Users avoid focusing on over-stimulating animated advertising, study finds
Eye-tracking technology has been used to investigate how well users engage with animated advertisements in a mobile application. The results published in the International Journal of Internet Marketing and Advertising, reveal that users tend to avoid focusing on complex advertisements that are over-stimulating. The finding reinforces earlier evidence of a cognitive workload.
Federico Cassioli and Michela Balconi of the Catholic University of the Sacred Heart in Milan, Italy, wanted to understand how users respond to animated advertisements. Earlier evidence had suggested that many users become less engaged with such distracting and over-stimulating content. This, of course, has important implications for marketing and those designing advertisements for display within applications.
Animated advertisements have become commonplace as in-app marketing tools. They assume that users will be more engaged with such content than with a static advertisement and so will be more likely to make a purchase. However, there is a huge degree of saturation with this kind of advertising that must vie with engaging creative content and the applications themselves for user attention. Nevertheless, the team writes, "Ubiquitous connectivity is the fundamental key for the exponential growth of customer daily touchpoints with companies."
The always-connected user, or moreover, consumer, can be reached with much greater efficiency and efficacy than ever before. In addition, the nature of smartphone applications, web 2.0, and social media also means that those very companies have access to personal and even private information about putative consumers—habits, previous purchases and preferences, work, hobbies, day-to-day lives, of which their forebears could only have dreamed. It is, however, up to the marketing executives and advertising people to utilize this wealth of information and accessibility to consumers to their advantage to sell their products and services.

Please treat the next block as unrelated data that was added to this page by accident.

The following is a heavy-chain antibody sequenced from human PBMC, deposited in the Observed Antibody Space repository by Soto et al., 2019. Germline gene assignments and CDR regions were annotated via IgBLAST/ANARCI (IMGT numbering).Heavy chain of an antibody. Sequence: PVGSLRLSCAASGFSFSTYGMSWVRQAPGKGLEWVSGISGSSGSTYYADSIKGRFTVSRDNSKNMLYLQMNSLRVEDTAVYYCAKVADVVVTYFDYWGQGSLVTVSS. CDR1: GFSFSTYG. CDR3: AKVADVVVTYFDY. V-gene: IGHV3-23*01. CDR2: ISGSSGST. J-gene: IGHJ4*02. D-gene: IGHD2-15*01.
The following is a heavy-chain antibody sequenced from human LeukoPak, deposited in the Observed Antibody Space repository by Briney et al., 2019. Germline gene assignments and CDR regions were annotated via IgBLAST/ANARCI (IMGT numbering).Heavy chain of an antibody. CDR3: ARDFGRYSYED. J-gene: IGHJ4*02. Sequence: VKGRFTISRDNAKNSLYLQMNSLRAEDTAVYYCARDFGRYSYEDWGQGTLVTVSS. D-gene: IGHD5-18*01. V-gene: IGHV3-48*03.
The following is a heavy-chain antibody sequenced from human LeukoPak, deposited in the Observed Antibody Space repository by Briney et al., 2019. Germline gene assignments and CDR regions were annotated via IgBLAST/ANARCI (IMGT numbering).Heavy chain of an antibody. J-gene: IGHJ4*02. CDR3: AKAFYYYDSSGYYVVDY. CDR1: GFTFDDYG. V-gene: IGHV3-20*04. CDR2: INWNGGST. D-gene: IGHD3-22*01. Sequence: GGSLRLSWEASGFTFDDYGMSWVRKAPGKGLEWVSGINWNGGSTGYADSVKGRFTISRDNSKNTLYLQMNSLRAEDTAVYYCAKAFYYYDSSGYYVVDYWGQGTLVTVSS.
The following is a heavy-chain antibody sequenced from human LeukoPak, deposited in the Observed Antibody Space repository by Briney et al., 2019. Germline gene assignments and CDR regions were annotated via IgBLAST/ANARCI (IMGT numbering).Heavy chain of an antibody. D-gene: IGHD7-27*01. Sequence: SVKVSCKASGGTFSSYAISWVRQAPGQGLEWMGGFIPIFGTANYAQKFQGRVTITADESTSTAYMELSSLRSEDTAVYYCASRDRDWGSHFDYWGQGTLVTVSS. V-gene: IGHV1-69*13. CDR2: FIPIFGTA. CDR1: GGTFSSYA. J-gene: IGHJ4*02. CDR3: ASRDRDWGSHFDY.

If the advertisers' current approach is conspiring against them from the start then they will inevitably fail and new approaches guided by research such as that by Cassioli and Balconi must be taken as a nudge away from the conventional towards those new marketing methods. The eye-tracking study revealed that over-stimulating animated advertisements are not the way forward, the marketing executives perhaps need to find a compromise that engages putative customers without deterring interaction.
The team suggests that interstitial advertisements might become increasingly useful to companies. In addition, advertisements that fall into the "reward" category, whereby consumers benefit directly from greater interaction with a brand and its products through an advertisement, could become more commonplace. Such an approach rewards users in some way for interacting with the advertisement thus enticing them towards the marketing offer in a subtle manner and thence a purchase.
More information: Federico Cassioli et al, Advertising in app: a neuroscientific approach, International Journal of Internet Marketing and Advertising (2022). DOI: 10.1504/IJIMA.2022.122243
Provided by Inderscience